Half-fill a large saucepan with salted water, add a glug of olive oil and bring to a rolling boil over a high heat. Add the macaroni and cook for 8 minutes until just al dente (the pasta will continue to cook in the oven, so don’t overcook at this point). Drain and rinse under cold water, then transfer to a large heavy-based casserole dish. Add another glug of oil and stir to coat the macaroni evenly, then add the salami and roast tomatoes. Stir again and season with a little salt and lots of pepper, then set aside.

Portion of Macaroni Bake

Portion of Macaroni Bake

Melt the butter in a medium-sized saucepan over a medium heat. Add the flour and whisk until smooth, then cook for 2 minutes, stirring constantly with a wooden spoon. Reduce the heat a little, then gradually add the milk, stirring constantly until the sauce has thickened and is smooth and creamy. Remove the pan from the heat. Add the Parmesan, pecorino, nutmeg, dried chilli flakes, cream and truffle oil (if using), and season with a little more pepper. Mix together well, then pour over the macaroni mixture in the casserole dish, along with the white wine, and toss to coat well. Stir through the basil leaves, then scatter a generous amount of extra Parmesan and pecorino over the top.

Bake for 30-40 minutes until bubbling, golden brown and crispy (if you like, place the dish under a hot grill for a minute or two to get an even crispier topping).

Serve piping hot with extra grated Parmesan, crusty rolls and a green salad on the side.

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Asparagus, Leek and New Potato Chowder

Asparagus, Leek and New Potato Chowder, A Soup for Every Day

Asparagus, Leek and New Potato Chowder, A Soup for Every Day

I mentioned previously that due to the lack of fridge space (and the complete absence of a freezer), we’re having to shop every few days for food rather than once a fortnight like we’re used to. So the other day I noticed I had a lot of potatoes left over, and decided to buy some leeks so that they could be used up in a Leek and Potato soup. And then, by the time I actually got around to making the soup, the potatoes had gone green (and I’ve read they’re poisonous like that). So I then had some leeks that needed using up… I felt this might go on for some time, but then I saw a recipe in a great book called ‘A Soup for Every Day’ by the New Covent Garden Food Co for Asparagus, Leek and New Potato Chowder. You can buy this here and it’s currently a fiver on Amazon. I had all the ingredients apart from asparagus which I picked up for the purpose. However, I only picked up 100g and the recipe (I realised after the fact) needs 500g. But I have to say, this recipe was brilliant and I didn’t really feel that more asparagus would’ve added much. One thing I will say, though, is that the recipe says it serves 4 and I found this only yielded 2 decent portions.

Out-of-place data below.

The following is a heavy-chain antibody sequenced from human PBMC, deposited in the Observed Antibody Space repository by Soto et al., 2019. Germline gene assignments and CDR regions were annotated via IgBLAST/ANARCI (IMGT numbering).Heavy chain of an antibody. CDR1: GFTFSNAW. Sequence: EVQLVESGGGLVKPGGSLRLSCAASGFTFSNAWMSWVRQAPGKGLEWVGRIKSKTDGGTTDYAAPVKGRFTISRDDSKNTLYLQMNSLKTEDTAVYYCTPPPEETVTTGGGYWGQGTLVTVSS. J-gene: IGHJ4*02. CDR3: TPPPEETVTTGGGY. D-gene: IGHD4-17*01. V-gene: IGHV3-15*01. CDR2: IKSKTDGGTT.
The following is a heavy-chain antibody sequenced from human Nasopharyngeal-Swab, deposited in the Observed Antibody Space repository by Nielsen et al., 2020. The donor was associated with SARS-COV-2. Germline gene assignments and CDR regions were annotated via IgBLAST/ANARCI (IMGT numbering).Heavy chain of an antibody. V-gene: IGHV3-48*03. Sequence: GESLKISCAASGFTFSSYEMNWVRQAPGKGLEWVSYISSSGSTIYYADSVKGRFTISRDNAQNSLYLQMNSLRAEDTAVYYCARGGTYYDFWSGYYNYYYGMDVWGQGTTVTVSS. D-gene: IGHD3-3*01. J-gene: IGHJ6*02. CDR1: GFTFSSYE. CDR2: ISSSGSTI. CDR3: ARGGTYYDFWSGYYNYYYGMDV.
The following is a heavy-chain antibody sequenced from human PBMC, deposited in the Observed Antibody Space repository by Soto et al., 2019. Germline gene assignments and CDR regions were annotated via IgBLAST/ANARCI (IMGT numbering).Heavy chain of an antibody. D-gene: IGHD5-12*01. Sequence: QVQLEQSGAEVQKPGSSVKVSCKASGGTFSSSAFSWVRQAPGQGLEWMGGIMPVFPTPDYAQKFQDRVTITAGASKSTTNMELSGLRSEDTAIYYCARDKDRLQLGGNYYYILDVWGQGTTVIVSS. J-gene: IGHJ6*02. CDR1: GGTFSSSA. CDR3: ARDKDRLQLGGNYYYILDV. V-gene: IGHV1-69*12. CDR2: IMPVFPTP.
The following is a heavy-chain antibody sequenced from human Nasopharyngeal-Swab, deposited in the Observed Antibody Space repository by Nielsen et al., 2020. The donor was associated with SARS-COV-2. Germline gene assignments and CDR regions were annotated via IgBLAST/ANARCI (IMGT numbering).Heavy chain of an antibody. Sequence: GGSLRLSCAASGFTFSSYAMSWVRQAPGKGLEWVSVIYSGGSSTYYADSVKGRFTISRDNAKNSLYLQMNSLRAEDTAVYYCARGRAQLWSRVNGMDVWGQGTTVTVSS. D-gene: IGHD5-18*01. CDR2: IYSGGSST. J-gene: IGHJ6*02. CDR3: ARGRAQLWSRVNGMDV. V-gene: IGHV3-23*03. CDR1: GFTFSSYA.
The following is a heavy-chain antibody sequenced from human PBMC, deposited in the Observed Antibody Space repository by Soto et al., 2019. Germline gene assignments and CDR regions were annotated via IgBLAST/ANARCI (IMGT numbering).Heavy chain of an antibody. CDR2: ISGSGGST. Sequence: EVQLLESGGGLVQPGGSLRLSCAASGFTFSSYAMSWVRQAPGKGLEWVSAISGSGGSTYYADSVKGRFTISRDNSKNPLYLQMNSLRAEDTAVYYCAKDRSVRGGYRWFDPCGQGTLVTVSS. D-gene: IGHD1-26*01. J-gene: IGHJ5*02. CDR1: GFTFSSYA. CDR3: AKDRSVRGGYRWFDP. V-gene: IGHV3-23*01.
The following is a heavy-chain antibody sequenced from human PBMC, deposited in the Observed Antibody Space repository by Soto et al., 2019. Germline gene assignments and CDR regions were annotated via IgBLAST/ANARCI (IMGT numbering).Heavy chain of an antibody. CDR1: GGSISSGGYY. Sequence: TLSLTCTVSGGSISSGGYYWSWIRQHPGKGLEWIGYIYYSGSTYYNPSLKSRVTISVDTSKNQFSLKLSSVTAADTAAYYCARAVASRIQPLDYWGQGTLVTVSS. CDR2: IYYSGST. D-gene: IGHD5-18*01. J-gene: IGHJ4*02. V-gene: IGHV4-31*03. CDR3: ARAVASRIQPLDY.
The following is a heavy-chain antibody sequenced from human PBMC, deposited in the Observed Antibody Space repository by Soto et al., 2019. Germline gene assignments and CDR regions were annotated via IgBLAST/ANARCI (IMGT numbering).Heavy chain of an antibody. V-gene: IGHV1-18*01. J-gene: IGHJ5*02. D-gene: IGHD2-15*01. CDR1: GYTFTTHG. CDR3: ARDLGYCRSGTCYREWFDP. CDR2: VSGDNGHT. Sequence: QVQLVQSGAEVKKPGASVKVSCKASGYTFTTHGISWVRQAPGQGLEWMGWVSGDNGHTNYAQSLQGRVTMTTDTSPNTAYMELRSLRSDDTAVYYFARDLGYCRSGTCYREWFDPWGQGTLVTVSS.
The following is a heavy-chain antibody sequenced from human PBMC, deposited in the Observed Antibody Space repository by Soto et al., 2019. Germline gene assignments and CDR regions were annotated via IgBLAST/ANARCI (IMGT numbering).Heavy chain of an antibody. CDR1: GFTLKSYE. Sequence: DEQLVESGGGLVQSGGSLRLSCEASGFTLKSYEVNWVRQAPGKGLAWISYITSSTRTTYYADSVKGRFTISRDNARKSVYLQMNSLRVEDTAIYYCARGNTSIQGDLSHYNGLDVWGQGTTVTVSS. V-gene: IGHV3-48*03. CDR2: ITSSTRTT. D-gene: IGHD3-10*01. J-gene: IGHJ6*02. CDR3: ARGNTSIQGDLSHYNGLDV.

I had expected this soup to be tasty but I was so surprised how deep the flavours were for something made in about half an hour. Really, really full of flavour, and if I’d have been served this in a restaurant I would have been really pleased!

KB rating 9/10. PR rating 8/10.

Asparagus, Leek and New Potato Chowder (serves 4 – but see note above)


  • 25g butter
  • 1 leek, white part only, finely sliced
  • 250g new potatoes, halved
  • 500ml vegetable stock
  • 500g asparagus, trimmed and cut into 2cm lengths
  • Half teaspoon of tarragon, finely chopped
  • 150ml single cream
  • 1 tbsp parsley, finely chopped


Melt the butter in a saucepan, add the leek, then cook for 5 mins until soft.

Add the potatoes and stock, and then bring to the boil. Cover, then simmer gently for 15 mins until the potatoes are almost tender.

Stir in the asparagus and tarragon, then cook for a further 3-5 minutes until the asparagus is al dente.

Remove one-third of the soup and blend until smooth.

Return the blended soup to the pan, stir in the cream and parsley, then season to taste. Reheat gently for 3 minutes and serve.

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Sausage, Apple and Potato One-Pan Roast

Sausage, Apple and Potato One-Pan Roast, Delicious Magazine January 2014

Sausage, Apple and Potato One-Pan Roast, Delicious Magazine January 2014